Skip to content

Making Sense of Knitting-Pattern Finishing Instructions

October 8, 2020

Once you complete the fun knitting bits of a project, there are always a few final steps before your knit can be completely finished.

This post is part of our How to Read a Knitting Pattern tutorial. Follow the links below read to the other topics.

Our free Flax sweater pattern includes the following finishing information, which is typical for Tin Can Knits patterns:

Finishing:
Block your sweater and weave in all ends, using yarn tails to sew up the small holes at underarms. Put on your fabulous new sweater and show it off!

Sweater Blocking

Because Flax is a very simple sweater that uses top-down seamless construction, there is very little to be done after the knitting in order to ‘finish’ it for wearing! But many other projects have more finishing steps and techniques.

Seaming

two blanket squares being seamed together
For the Vivid blanket, we suggest using a simple whip-stitch seam.

Garments and blankets may need to be seamed before they’re ready to use. For example, pieced blankets like Vivid, Polygon, Fly Away, and Dogwood require blocking and seaming to complete them. Some require knitted edgings as well.

Sock toes and those pesky sweater underarms need to be seamed closed using a Kitchener Stitch, and some projects need a few extra little details like icord ties, a regular old pom pom, or a fancy pom pom.

Collars and button bands

Playdate Cardigan Pattern
The Playdate cardigan features a delicate little button band, which looks sharp with lots of small buttons.

Cardigan patterns may include very pithy instructions like ‘make up and work button bands.’ Our patterns generally include more specific details, and you can refer to How to Knit a Button Band for the general techniques.

The pattern may not explicitly say it, but once the button bands are complete, you’ll need to select and sew on the buttons. (Button selection is an important topic all on its own!) If the yarn used for the knit is sufficiently durable – and thin enough to pass through the holes in the button – I usually use that. Otherwise, a durable sock yarn or thread in a matching colour works fine.

Striped Playdate Cardigan blog post
I considered four different button colours(!) for this tiny Playdate cardigan before settling on the olive green ones.

Weaving in ends

Either before or after blocking, I weave in my yarn ends – or most of the time I do. To be honest, sometimes I leave them hanging for years!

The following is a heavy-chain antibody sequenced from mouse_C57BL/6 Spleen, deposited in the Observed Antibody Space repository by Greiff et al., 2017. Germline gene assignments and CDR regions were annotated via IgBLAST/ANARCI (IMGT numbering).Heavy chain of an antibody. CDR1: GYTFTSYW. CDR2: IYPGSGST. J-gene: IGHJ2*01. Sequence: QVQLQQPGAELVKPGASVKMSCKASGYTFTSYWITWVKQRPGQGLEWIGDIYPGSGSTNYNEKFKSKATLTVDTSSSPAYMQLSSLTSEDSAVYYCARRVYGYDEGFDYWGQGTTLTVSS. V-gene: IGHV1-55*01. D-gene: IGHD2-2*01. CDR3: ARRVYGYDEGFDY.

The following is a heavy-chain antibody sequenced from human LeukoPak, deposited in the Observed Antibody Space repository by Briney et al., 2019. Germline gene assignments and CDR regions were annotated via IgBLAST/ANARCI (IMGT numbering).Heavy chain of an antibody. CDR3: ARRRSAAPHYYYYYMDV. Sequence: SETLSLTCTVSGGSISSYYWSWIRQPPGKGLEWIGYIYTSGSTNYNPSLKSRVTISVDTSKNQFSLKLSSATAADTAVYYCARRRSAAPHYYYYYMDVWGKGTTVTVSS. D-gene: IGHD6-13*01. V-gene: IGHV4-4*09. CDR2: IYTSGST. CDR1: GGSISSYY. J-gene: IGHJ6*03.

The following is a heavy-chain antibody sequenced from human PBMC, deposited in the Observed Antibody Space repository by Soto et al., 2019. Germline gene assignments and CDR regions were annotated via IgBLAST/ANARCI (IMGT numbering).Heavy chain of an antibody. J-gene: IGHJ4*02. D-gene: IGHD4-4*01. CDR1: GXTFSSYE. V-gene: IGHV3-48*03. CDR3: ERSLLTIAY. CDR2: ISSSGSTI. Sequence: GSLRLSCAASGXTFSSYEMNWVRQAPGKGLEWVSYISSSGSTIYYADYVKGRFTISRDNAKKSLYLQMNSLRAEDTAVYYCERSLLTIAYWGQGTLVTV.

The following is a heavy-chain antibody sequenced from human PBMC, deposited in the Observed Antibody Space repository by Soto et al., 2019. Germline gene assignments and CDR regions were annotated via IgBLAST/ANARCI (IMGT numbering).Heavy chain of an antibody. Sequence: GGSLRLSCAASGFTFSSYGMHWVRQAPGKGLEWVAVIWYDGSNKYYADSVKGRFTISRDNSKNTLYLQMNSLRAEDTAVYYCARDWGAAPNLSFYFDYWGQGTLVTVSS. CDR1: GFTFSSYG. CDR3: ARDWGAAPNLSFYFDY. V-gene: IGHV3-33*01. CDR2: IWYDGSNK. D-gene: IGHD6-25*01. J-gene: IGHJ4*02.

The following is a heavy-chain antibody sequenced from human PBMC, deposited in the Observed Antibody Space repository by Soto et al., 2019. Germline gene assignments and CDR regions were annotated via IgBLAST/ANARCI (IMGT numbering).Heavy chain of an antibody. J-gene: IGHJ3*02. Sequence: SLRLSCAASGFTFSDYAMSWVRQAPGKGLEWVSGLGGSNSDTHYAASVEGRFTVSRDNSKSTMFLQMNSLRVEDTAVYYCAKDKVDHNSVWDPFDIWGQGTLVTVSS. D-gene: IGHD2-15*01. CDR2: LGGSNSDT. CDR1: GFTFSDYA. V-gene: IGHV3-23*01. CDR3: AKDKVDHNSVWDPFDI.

Detail of the inside of a colourwork sweater yoke with dozens of hanging yarn ends.

Blocking garments or shawls

Blocking is a woolly item’s first bath. It should not be overlooked because the final nature of the garment or accessory is not revealed until it’s had a first blocking. If you’ve never learned about blocking, start with our Blocking Basics tutorial for a solid overview.

For lace projects, blocking is imperative to reveal the delicate stitch pattern. (See our tutorial on How to Block a Lace Shawl for detailed instructions.) For garments, the final fit is determined by blocking, so take a minute to review How to Block a Hand-Knit Sweater.

How to block a hand-knit sweater
For projects like the Windswept sweater, blocking is really helpful for revealing the intricate beauty of the lace.

Caring for your knits

Last but not least is something that’s never mentioned in patterns but is always worth considering: caring for your knits. You’ve enjoyed countless hours of knitting; you’ve gained skills and overcome obstacles to create a beautiful thing – so you’ll want to keep it looking good for years to come. Of course, we have a tutorial for that, too! Learn how to properly care for your knits here.

Get knitting!

We’ve arrived at the end of our in-depth series, How to Read a Knitting Pattern. Hopefully these posts have been useful and cleared up some of the questions you may have had about the technical language around sizing and materials, abbreviations and charts, and the various and sundry ways that brackets are used.

If you found this tutorial helpful, please take a minute to share it with a friend or a newbie in your knitting group. From your very first scarf to designing your own colourwork yoke sweater, we love creating and sharing tutorials that help you take that next step and knit that next stitch!

~ Emily and Alexa

Gramps Sweater pattern
No comments yet

Leave a Comment

Fill in your details below or click an icon to log in:

WordPress.com Logo

You are commenting using your WordPress.com account. Log Out /  Change )

Google photo

You are commenting using your Google account. Log Out /  Change )

Twitter picture

You are commenting using your Twitter account. Log Out /  Change )

Facebook photo

You are commenting using your Facebook account. Log Out /  Change )

Connecting to %s

This site uses Akismet to reduce spam. Learn how your comment data is processed.

%d bloggers like this: